I have a lot of thoughts about this, obviously, as I grew up in the mountains and we went OUTSIDE when we were bored, or if anything, we read books (well I did. My brother was a movie watcher). We did not have television (we had a TV but could only watch movies, no cable), so we played cards or games. But I know I sound like a curmudgeon; however I do think that kids will still do these things if the parents do these things with them. I play cards with my friend's kids and I make them go on hikes with me and I make them talk to me (!!!) at dinner rather than looking at their devices. I only hope that these things will be fond memories for them later.

    1. You sounds like a great friend for kids! I think parents are so tired often that they default to screens but I really think kids love doing things. Even though my kids will look at other peoples screens they much prefer games, walks, playing outside. And my both kids definitely remember people who take them on adventures.

      6 ipads is a lot of $$ but I guess it's small change compared to 6 flight tickets?

      I struggle with TV because when I was a kid we did watch a lot of TV, and I think I turned out mostly fine. However I think TV was different in the 80's - it wasn't made with computers to be as attention holding as possible. Shows now are designed to be addictive to kids - Sesame Street was designed to be watched by adults with kids.

      I know I sound like a curmudgeon too... but I think you're great to engage kids. I think kids are little people and we wouldn't ignore grandma by sticking her in front of an ipad at dinner so I don't know why it's so common to do that to kids.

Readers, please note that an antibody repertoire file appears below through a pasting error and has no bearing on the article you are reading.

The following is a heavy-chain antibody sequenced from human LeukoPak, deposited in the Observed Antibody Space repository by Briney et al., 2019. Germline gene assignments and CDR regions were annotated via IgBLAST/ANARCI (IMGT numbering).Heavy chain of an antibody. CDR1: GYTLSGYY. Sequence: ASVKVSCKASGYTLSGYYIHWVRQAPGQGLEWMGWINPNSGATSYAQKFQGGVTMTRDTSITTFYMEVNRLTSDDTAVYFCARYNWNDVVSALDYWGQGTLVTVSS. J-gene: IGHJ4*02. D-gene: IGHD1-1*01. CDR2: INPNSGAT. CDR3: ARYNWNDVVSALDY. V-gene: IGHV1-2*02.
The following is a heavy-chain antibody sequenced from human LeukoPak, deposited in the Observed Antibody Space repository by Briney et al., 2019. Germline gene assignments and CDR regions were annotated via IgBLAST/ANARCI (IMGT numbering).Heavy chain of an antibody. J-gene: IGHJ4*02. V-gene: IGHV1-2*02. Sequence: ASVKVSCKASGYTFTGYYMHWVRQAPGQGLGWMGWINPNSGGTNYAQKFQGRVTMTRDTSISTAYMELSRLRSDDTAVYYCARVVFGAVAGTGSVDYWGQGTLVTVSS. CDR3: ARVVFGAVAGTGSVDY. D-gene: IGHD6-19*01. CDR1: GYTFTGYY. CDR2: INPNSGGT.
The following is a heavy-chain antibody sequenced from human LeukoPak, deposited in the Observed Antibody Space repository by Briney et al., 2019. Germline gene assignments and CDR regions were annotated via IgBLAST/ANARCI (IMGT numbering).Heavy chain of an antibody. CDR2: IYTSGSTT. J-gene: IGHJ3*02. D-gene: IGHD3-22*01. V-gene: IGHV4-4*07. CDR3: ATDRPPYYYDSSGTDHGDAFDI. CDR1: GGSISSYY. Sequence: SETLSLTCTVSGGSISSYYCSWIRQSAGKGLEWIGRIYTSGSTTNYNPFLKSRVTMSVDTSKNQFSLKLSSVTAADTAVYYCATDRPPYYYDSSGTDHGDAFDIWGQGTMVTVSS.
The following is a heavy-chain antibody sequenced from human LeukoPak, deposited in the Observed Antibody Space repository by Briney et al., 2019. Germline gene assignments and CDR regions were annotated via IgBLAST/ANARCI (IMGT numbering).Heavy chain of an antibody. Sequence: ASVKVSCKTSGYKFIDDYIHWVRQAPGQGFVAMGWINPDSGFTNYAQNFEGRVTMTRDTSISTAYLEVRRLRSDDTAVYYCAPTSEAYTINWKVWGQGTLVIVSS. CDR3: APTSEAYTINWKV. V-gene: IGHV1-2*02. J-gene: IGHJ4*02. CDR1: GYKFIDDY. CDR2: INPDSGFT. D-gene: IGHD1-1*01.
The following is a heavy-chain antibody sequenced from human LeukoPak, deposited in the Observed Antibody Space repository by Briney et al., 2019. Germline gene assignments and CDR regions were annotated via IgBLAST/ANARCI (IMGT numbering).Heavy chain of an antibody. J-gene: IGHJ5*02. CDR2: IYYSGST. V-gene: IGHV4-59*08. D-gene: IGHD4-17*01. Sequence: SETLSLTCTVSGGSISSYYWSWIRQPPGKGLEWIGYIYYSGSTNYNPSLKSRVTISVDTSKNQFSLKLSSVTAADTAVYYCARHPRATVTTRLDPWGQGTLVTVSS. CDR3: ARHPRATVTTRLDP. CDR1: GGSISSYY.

4. We don't limit screen time per se. When the kids are depending on TV or Xbox for entertainment, I think it's my job as a parent to engage them in something better. Sometimes I am not up to the task (LOL) and they watch more screens.

  5. I am so much more aware of how much people stare at their screens EVERYWHERE! I've gotten a lot more self-conscious about taking out my phone in public just for scrolling. I try to avoid it unless I have a legitimate reason to use it (e.g. take a photo, make a phone call, look up directions).

  6. I usually listen to a podcast on the train, but I don't look at a screen because I get travel sick, so I have a no screen existence forced on me which is a good thing because I don't really have any urge to watch something. I like checking out what's going on around me. I'm a bit older than you and my youngest child is 19, so the screens thing only came in later in their childhoods but we would still have rules around it. With the caveat, that I odn't know what was going on in these mother's lives (they might have needed to deal with or attend to sometihng urgently) as a general rule for me, I think if you are on the train with your child it seems like a good time to interact with them ... there's not really anything else to do.